Save Money for Future Endeavors
I remember eating Ramen Noodles and peanut butter and jelly sandwiches while staying on campus, so much so that I can’t stand to even see a package of Ramen Noodles. As a college student money is very hard to come by, but try and save money as much as you can. I can remember blowing money on things that I thought was important at the time, and when I look back I wish I had the money back. In general being fiscally responsible is a good practice and it will help you in the long run. Depending on the field you want to enter you may want to obtain certifications which can be very expensive having some money put a side to invest in your career can prove to be critical. You may have aspirations of starting your own business and without some extra funds it will be difficult to get things going.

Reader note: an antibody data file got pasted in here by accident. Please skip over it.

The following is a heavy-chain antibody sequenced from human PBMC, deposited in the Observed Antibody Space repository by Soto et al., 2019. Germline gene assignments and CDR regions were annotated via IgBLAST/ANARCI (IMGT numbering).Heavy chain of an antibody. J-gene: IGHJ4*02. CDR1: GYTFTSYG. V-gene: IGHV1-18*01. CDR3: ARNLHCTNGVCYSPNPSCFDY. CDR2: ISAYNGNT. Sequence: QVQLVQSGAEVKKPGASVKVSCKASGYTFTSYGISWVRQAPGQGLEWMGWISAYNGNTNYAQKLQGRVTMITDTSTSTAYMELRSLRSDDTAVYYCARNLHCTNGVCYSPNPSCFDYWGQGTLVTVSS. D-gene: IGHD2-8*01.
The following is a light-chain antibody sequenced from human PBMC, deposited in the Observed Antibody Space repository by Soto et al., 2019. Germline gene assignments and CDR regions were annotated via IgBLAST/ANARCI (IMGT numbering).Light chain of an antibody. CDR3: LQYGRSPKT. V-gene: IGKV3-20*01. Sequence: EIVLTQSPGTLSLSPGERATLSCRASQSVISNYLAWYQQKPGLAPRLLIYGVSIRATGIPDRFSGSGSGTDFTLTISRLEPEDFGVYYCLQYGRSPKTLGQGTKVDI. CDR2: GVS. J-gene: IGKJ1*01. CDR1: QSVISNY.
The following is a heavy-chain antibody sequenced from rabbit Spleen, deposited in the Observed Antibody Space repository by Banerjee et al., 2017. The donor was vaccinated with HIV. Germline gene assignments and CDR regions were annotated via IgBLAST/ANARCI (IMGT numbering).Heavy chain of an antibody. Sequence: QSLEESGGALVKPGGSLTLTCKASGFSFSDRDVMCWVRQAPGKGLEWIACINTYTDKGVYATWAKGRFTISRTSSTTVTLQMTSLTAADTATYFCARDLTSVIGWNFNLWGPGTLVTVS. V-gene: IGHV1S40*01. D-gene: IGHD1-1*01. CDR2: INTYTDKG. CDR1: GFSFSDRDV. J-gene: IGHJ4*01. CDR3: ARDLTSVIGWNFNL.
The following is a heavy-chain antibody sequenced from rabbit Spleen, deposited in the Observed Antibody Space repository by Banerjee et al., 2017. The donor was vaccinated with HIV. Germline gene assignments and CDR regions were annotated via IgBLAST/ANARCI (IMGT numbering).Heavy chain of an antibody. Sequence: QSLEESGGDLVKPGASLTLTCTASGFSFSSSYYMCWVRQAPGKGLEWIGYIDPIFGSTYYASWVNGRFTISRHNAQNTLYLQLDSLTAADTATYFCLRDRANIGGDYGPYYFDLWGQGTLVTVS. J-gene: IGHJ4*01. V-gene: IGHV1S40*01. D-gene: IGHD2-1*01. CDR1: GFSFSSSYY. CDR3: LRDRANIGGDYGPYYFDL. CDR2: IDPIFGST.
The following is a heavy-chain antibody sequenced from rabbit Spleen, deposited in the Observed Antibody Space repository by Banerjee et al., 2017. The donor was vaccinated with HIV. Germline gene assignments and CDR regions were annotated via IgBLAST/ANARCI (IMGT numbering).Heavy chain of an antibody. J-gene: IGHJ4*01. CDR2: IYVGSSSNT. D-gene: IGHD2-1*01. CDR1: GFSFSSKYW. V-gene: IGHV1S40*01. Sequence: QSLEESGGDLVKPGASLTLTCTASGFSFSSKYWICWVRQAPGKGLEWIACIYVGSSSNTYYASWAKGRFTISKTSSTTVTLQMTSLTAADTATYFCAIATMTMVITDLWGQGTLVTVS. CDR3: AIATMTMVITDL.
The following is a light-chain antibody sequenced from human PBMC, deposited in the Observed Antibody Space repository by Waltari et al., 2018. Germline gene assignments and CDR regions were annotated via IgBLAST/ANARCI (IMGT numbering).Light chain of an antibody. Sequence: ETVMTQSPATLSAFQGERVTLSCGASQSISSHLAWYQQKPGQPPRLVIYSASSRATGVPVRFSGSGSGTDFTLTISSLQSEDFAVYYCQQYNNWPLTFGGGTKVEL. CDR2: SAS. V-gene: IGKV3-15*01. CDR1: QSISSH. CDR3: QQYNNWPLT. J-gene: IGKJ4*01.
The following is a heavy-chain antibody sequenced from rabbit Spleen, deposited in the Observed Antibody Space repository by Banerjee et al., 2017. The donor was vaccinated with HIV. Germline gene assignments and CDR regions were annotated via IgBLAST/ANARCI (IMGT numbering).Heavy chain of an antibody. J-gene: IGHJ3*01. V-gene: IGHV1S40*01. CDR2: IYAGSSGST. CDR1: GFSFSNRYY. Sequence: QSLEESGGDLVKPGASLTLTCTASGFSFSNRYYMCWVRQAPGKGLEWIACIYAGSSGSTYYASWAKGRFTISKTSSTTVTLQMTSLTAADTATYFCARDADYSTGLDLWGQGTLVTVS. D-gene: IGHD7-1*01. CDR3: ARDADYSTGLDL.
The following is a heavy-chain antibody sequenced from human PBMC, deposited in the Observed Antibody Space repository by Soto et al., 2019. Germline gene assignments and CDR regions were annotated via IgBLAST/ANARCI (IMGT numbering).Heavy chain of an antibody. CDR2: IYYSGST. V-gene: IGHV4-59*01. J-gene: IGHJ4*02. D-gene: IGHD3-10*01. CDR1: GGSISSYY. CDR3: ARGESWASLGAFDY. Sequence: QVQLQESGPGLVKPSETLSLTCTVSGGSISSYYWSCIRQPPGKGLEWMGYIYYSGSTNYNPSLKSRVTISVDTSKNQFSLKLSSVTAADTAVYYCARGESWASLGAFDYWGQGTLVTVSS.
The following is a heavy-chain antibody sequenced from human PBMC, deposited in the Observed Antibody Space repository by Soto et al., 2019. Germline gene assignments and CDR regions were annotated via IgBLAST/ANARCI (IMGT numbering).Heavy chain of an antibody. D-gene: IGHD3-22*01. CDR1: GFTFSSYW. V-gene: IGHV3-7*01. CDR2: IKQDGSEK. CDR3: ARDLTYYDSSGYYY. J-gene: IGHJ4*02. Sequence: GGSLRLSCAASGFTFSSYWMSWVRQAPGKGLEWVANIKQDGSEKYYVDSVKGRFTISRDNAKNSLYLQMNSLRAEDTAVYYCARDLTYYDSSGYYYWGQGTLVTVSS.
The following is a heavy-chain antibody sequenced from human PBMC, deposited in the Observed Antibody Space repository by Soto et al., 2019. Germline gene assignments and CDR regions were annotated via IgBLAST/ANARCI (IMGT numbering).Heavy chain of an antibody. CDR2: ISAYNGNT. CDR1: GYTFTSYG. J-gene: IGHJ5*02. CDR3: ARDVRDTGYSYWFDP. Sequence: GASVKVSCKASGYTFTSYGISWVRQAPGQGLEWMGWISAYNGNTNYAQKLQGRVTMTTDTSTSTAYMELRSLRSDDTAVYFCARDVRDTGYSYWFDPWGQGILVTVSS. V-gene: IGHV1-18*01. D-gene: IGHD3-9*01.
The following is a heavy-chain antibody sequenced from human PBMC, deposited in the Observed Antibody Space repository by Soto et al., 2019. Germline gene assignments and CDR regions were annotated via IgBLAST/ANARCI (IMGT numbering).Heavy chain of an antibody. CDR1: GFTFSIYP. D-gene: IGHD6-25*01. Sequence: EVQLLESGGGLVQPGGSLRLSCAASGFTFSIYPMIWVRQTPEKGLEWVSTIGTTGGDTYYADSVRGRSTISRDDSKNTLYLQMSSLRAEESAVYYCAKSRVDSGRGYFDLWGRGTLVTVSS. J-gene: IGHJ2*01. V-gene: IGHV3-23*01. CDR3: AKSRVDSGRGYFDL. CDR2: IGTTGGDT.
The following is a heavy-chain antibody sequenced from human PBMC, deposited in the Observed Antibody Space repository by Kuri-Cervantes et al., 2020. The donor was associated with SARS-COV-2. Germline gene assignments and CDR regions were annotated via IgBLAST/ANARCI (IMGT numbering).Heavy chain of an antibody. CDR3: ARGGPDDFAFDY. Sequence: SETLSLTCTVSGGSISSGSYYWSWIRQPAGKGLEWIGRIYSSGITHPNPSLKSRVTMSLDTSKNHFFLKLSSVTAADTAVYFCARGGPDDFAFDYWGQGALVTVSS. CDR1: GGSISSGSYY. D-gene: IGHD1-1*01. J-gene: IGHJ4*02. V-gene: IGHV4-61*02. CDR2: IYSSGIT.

College should not just be a time of learning and studying, it should also be a time where you experience new things outside of the classroom, find out what you are passionate about, and meet new people. Yes you want to make sure that you are focusing on completing your degree, but you should also make time to have fun, gain practical experience, and get out of your comfort zone. If you have other tips for college students that may benefit them in the future please share in the comments.
Thanks for reading my post! I am the owner of Career SkyRocket LLC a professional resume writing and career coaching service. I have also been published on CAREEREALISM as well. Follow my blog Career Thoughts. Let’s Connect! Follow me on Twitter, visit my Facebook page, or connect with me here on LinkedIn.